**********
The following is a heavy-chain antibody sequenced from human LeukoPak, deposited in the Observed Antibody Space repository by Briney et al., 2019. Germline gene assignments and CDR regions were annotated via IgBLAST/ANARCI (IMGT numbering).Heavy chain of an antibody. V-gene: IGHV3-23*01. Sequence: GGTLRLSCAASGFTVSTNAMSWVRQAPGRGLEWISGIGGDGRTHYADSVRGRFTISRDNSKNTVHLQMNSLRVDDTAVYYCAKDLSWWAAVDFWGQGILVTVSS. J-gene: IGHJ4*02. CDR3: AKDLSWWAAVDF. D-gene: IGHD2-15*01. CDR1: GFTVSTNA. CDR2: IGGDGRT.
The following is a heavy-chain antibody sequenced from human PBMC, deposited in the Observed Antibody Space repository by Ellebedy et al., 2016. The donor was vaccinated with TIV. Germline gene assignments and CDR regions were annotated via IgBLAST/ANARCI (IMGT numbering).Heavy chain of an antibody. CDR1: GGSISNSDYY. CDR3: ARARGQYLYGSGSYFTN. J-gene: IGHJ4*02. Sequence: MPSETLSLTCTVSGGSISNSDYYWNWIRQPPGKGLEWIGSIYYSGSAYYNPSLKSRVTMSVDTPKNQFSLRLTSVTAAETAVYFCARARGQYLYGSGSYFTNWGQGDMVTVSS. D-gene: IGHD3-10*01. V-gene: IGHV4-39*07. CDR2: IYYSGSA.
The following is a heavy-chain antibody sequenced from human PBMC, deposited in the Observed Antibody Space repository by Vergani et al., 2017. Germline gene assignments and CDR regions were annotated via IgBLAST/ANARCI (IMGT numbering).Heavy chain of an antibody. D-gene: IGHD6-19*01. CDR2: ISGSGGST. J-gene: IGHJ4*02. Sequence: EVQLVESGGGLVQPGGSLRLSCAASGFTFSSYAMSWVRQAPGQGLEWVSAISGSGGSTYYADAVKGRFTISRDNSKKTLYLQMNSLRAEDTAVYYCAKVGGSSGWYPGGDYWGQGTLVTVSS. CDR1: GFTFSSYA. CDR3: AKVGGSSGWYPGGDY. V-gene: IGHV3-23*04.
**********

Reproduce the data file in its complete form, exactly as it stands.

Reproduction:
The following is a heavy-chain antibody sequenced from human LeukoPak, deposited in the Observed Antibody Space repository by Briney et al., 2019. Germline gene assignments and CDR regions were annotated via IgBLAST/ANARCI (IMGT numbering).Heavy chain of an antibody. V-gene: IGHV3-23*01. Sequence: GGTLRLSCAASGFTVSTNAMSWVRQAPGRGLEWISGIGGDGRTHYADSVRGRFTISRDNSKNTVHLQMNSLRVDDTAVYYCAKDLSWWAAVDFWGQGILVTVSS. J-gene: IGHJ4*02. CDR3: AKDLSWWAAVDF. D-gene: IGHD2-15*01. CDR1: GFTVSTNA. CDR2: IGGDGRT.
The following is a heavy-chain antibody sequenced from human PBMC, deposited in the Observed Antibody Space repository by Ellebedy et al., 2016. The donor was vaccinated with TIV. Germline gene assignments and CDR regions were annotated via IgBLAST/ANARCI (IMGT numbering).Heavy chain of an antibody. CDR1: GGSISNSDYY. CDR3: ARARGQYLYGSGSYFTN. J-gene: IGHJ4*02. Sequence: MPSETLSLTCTVSGGSISNSDYYWNWIRQPPGKGLEWIGSIYYSGSAYYNPSLKSRVTMSVDTPKNQFSLRLTSVTAAETAVYFCARARGQYLYGSGSYFTNWGQGDMVTVSS. D-gene: IGHD3-10*01. V-gene: IGHV4-39*07. CDR2: IYYSGSA.
The following is a heavy-chain antibody sequenced from human PBMC, deposited in the Observed Antibody Space repository by Vergani et al., 2017. Germline gene assignments and CDR regions were annotated via IgBLAST/ANARCI (IMGT numbering).Heavy chain of an antibody. D-gene: IGHD6-19*01. CDR2: ISGSGGST. J-gene: IGHJ4*02. Sequence: EVQLVESGGGLVQPGGSLRLSCAASGFTFSSYAMSWVRQAPGQGLEWVSAISGSGGSTYYADAVKGRFTISRDNSKKTLYLQMNSLRAEDTAVYYCAKVGGSSGWYPGGDYWGQGTLVTVSS. CDR1: GFTFSSYA. CDR3: AKVGGSSGWYPGGDY. V-gene: IGHV3-23*04.